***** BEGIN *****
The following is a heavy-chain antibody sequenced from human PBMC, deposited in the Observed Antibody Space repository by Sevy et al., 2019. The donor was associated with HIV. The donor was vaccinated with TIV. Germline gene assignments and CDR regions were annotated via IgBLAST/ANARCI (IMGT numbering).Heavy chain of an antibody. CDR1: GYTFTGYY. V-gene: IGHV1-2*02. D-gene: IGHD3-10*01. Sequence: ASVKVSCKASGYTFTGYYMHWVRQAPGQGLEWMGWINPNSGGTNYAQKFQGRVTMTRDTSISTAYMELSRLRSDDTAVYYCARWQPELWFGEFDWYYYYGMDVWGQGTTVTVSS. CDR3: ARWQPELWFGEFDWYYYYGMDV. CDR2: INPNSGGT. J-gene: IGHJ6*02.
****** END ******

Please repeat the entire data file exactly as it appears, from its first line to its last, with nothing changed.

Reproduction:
The following is a heavy-chain antibody sequenced from human PBMC, deposited in the Observed Antibody Space repository by Sevy et al., 2019. The donor was associated with HIV. The donor was vaccinated with TIV. Germline gene assignments and CDR regions were annotated via IgBLAST/ANARCI (IMGT numbering).Heavy chain of an antibody. CDR1: GYTFTGYY. V-gene: IGHV1-2*02. D-gene: IGHD3-10*01. Sequence: ASVKVSCKASGYTFTGYYMHWVRQAPGQGLEWMGWINPNSGGTNYAQKFQGRVTMTRDTSISTAYMELSRLRSDDTAVYYCARWQPELWFGEFDWYYYYGMDVWGQGTTVTVSS. CDR3: ARWQPELWFGEFDWYYYYGMDV. CDR2: INPNSGGT. J-gene: IGHJ6*02.